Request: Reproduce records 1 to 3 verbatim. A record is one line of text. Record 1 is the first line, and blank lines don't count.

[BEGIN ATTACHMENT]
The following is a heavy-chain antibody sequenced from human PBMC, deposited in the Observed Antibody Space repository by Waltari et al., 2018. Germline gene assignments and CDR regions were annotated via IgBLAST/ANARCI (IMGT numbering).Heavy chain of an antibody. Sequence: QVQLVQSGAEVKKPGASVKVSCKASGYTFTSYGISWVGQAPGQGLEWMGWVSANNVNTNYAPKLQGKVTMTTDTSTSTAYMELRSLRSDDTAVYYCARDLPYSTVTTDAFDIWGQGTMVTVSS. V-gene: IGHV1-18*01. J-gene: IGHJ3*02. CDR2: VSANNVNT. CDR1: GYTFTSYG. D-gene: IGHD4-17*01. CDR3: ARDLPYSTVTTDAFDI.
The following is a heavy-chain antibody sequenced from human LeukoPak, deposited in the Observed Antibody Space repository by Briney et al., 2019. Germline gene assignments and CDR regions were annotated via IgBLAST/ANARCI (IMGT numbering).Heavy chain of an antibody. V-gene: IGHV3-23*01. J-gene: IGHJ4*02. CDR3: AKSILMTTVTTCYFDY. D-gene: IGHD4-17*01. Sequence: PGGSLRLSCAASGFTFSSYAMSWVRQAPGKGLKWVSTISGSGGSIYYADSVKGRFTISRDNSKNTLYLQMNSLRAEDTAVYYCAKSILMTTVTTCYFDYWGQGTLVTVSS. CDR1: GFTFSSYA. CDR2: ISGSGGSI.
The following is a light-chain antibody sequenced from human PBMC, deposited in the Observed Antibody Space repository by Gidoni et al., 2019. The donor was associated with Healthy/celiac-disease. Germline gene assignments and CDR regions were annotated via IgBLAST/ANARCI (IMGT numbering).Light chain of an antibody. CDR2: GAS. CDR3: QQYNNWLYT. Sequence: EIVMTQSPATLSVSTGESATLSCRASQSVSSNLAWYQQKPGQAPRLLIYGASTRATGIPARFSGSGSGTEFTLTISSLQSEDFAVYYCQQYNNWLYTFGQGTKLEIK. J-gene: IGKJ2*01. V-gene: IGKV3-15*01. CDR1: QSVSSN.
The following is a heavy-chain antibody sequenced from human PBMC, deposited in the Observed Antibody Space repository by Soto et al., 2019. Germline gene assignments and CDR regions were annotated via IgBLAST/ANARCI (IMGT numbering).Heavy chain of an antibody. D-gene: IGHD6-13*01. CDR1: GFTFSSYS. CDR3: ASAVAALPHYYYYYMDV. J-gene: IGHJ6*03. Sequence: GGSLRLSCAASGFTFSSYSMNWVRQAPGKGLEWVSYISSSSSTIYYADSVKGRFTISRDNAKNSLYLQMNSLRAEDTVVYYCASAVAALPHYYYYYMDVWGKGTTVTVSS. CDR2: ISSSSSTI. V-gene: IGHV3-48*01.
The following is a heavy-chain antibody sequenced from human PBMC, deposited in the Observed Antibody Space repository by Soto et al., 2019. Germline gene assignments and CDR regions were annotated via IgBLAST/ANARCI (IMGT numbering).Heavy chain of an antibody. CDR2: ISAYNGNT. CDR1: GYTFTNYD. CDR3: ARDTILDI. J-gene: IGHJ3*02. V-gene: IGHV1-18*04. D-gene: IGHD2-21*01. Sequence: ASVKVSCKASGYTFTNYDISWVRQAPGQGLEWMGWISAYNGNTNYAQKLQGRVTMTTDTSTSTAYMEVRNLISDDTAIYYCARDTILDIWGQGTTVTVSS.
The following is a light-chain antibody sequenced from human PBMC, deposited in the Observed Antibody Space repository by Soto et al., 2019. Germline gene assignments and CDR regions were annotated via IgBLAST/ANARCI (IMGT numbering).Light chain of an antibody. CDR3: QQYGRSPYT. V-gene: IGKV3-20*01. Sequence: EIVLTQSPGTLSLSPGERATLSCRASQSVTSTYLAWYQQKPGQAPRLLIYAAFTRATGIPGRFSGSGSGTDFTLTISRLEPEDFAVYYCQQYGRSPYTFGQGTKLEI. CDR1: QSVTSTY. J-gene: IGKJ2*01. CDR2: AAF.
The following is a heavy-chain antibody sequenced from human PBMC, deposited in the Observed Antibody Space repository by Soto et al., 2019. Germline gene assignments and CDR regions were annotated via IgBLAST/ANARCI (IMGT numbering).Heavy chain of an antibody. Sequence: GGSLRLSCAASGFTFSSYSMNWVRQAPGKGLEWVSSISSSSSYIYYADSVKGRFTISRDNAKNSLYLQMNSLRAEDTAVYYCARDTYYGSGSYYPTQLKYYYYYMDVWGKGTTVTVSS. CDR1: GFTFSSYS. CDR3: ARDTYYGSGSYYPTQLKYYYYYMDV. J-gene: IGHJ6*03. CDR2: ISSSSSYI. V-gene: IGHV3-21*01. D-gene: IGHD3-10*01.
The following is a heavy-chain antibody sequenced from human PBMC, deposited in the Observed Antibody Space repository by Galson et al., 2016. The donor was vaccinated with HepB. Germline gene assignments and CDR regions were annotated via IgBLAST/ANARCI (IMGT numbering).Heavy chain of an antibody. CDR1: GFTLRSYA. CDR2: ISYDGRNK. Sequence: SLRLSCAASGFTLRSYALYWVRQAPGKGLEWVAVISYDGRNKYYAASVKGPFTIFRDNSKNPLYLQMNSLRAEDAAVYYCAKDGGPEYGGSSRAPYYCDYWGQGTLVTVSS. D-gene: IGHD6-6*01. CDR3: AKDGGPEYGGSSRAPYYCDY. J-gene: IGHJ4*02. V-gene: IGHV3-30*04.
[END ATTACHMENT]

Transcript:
The following is a heavy-chain antibody sequenced from human PBMC, deposited in the Observed Antibody Space repository by Waltari et al., 2018. Germline gene assignments and CDR regions were annotated via IgBLAST/ANARCI (IMGT numbering).Heavy chain of an antibody. Sequence: QVQLVQSGAEVKKPGASVKVSCKASGYTFTSYGISWVGQAPGQGLEWMGWVSANNVNTNYAPKLQGKVTMTTDTSTSTAYMELRSLRSDDTAVYYCARDLPYSTVTTDAFDIWGQGTMVTVSS. V-gene: IGHV1-18*01. J-gene: IGHJ3*02. CDR2: VSANNVNT. CDR1: GYTFTSYG. D-gene: IGHD4-17*01. CDR3: ARDLPYSTVTTDAFDI.
The following is a heavy-chain antibody sequenced from human LeukoPak, deposited in the Observed Antibody Space repository by Briney et al., 2019. Germline gene assignments and CDR regions were annotated via IgBLAST/ANARCI (IMGT numbering).Heavy chain of an antibody. V-gene: IGHV3-23*01. J-gene: IGHJ4*02. CDR3: AKSILMTTVTTCYFDY. D-gene: IGHD4-17*01. Sequence: PGGSLRLSCAASGFTFSSYAMSWVRQAPGKGLKWVSTISGSGGSIYYADSVKGRFTISRDNSKNTLYLQMNSLRAEDTAVYYCAKSILMTTVTTCYFDYWGQGTLVTVSS. CDR1: GFTFSSYA. CDR2: ISGSGGSI.
The following is a light-chain antibody sequenced from human PBMC, deposited in the Observed Antibody Space repository by Gidoni et al., 2019. The donor was associated with Healthy/celiac-disease. Germline gene assignments and CDR regions were annotated via IgBLAST/ANARCI (IMGT numbering).Light chain of an antibody. CDR2: GAS. CDR3: QQYNNWLYT. Sequence: EIVMTQSPATLSVSTGESATLSCRASQSVSSNLAWYQQKPGQAPRLLIYGASTRATGIPARFSGSGSGTEFTLTISSLQSEDFAVYYCQQYNNWLYTFGQGTKLEIK. J-gene: IGKJ2*01. V-gene: IGKV3-15*01. CDR1: QSVSSN.